That Peter Hofmann’s “Love Me Tender Tour” has been greeted enthusiastically by critics, who so often in the past has been critical about similar tours, has fulfilled a dream for the singer. Hofmann has sung Elvis songs before; on his last tour five years ago he performed an Elvis medley which thrilled the public.
“As long as I can remember, Elvis was for me the archetype of a freewheeling rebel, and his music really changed everything. Rock and roll at that time was taking the world by storm,” Hofmann enthuses.
The success of his Elvis tour (sold out houses) accompanied by the excellent press reception, assures that the tenor has again struck gold by going on tour with these Elvis covers. Whoever hopes to experience the crowning night of this tour in Weiden’s Mehrzweckhalle will have to hurry to get these tickets. The concert will surely attract a huge crowd, as the box office in Windeseile sold out in seconds!
Peter Hofmann: A Homecoming of a Special Kind : Der Neue Tag presents the star in Weiden to an enthusiastic crowd
Inge Roegner Der Neue Tag, Weiden, April 1993: Peter Hofmann as Siegmund in Bayreuth 1976. 1991 as Phantom of the Opera in Hamburg and now on Friday, April 2 in the Weiden Mehrzweckhalle as a leading rock star. Such a far-reaching career arc! And for some fans of classical opera the path of the world famous tenor may be hard to comprehend. Nevertheless,in the virtually sold out house the enthusiastic Western rider, who has occupied many a different saddle, has proved his point. The star and darling of the ladies (the audience was primarily female) ensured, together with a super band and dazzling technical effects, acoustic, and lighting, a fabulous visual and acoustic experience, presented by Der Neue Tag.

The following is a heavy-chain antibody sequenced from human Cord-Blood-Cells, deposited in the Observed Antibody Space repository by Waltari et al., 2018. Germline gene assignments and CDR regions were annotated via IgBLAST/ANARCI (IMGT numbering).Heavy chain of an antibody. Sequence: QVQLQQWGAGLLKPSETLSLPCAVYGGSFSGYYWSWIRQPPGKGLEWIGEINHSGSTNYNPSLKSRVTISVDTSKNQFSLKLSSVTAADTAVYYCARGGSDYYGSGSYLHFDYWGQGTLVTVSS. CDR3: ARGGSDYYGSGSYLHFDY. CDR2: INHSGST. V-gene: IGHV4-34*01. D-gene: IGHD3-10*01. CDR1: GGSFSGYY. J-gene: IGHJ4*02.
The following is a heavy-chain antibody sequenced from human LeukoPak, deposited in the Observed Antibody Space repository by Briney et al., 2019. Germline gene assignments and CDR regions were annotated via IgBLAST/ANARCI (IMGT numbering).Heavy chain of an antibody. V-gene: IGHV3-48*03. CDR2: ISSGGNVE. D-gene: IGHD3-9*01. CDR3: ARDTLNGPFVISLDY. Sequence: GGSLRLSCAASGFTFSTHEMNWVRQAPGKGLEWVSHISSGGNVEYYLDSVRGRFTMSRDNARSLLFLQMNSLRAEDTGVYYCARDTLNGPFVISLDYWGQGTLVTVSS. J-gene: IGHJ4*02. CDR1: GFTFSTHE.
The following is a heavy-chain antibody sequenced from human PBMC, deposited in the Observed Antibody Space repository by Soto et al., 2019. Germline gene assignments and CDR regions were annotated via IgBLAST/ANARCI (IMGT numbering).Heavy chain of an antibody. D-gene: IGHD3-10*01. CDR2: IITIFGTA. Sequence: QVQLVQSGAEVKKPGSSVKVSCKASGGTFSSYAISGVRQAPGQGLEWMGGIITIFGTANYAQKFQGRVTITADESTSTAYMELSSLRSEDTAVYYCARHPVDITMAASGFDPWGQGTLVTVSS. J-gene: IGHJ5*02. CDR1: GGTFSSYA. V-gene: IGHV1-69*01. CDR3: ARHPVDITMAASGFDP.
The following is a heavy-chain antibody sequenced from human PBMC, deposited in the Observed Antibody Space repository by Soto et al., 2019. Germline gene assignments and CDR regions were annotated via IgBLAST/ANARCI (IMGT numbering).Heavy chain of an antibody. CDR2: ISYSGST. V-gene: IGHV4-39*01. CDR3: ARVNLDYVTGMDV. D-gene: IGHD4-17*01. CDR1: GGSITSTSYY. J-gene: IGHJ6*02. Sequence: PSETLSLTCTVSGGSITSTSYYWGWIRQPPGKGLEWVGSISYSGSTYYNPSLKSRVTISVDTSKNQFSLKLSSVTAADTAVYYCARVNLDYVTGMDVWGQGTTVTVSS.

After a wild start in September 1992 in Kemnath, this appearance was Peter Hofmann’s last on his “Love Me Tender Tour” of sixty concerts. This additional, unscheduled extra performance thrilled the public. “He sang a half hour longer in Weiden than he did in Nürnberg,” declared an obviously pleased female admirer from the Frankish city. Peter Hofmann’s most committed fans even travelled from Hamburg and Frankfurt to hear him. They surprised the star tenor with a black leather jacket and with a giant basket full of chocolate Easter rabbits which they set on the apron of the stage during the half hour interval.
Dressed in jeans with a royal blue print shirt, Peter Hofmann opened his almost two-hour show with nine musicians and singers. “ We have yet to have a Weiden rehearsal,” said the laid-back singer, “but our sixty concerts have been very successful.” And then Peter Hofmann, tall and slim as ever, launched into the beat for the song People Get Ready. The star of the evening was definitely ready, willing, and able. The radiant blonde Siegmund and champion athlete has always kept himself in great shape. This compliment must be paid to him, especially since on August 22, he will be fifty years old, something which, according to him, presents no problems for a rock singer. One accepts his enthusiasm for rock music like these Elvis songs. From the beginning the public spared nothing in the way of applause and approval.
Would the audience like to hear some expressive titles? Peter Hofmann posed this question and then sang Music of the Night from Phantom. The applause was especially loud and long. Just as the ballad In the Ghetto, where the tenor could show the entire range of his large, expansive voice, the enthusiasm of the spectators was palpable.